Russian officials and experts believe that hypersonic weapons deployed by the United States will drastically increase the effectiveness of the global strike concept and give Washington a capability to deliver a disarming non-nuclear strike against Russia’s Strategic Nuclear Forces.
Russia's concern stem from their own current and past efforts to develop hypersonic missiles.
Russia had a hypersonic glide design study [called Albatross] in 1987. The design was relatively simple: At boost phase, the UR-100N UTTKh (SS-19) intercontinental ballistic missile (ICBM) would launch a so-called hypersonic gliding vehicle (HGV) to an altitude of 80 to 90 kilometers, after which the HGV would make a low-angle turn toward the earth’s surface and accelerate at a descending trajectory, gliding to intercontinental range at hypersonic speed, or five times the speed of sound. An HGV armed with a nuclear weapon would supposedly make rapid cross-range maneuvers to circumvent ground-based U.S. missile defenses.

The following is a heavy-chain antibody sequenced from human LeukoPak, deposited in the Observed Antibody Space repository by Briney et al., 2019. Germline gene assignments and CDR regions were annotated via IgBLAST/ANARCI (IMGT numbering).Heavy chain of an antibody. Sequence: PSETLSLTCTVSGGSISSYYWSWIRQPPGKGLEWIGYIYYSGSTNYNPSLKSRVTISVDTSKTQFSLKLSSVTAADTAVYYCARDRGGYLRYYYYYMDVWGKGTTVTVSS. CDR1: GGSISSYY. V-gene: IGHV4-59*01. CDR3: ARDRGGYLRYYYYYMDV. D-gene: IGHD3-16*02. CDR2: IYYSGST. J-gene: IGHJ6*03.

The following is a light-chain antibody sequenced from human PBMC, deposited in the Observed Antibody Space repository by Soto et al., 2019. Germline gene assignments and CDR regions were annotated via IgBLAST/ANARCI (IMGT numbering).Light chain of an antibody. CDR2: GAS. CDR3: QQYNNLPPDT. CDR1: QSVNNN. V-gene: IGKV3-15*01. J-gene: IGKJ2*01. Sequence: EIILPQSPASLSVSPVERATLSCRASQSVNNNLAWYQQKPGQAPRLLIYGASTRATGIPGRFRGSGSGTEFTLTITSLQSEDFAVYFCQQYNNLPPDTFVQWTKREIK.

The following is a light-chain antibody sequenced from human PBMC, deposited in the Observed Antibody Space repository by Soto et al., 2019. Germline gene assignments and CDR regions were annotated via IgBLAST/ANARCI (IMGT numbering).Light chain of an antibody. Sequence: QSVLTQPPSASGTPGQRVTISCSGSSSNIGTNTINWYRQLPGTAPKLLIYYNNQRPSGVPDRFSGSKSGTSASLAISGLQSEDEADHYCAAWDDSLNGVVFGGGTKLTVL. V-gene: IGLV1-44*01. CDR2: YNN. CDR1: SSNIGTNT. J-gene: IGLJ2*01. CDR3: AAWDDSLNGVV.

The Albatross was developed to defeat orbital SDI [Reagan antiballastic missile Star Wars] technology, ironically, the HGV is vulnerable to conventional anti-ballistic missiles weapons such as the Patriot PAC-3 or the THAAD
China has conducted six tests of its hypersonic WU-14 missile in a span of just under two years, starting in 2014.5 The WU-14 is a hypersonic gliding vehicle launched by a ballistic missile that, according to reports, may carry both conventional and nuclear weapons. During one test, the aircraft demonstrated a high degree of maneuverability that would enable it to penetrate the enemy’s missile defenses, which suggests that the Chinese aircraft almost fully replicated the design and flight pattern of the Russian Albatross HGV.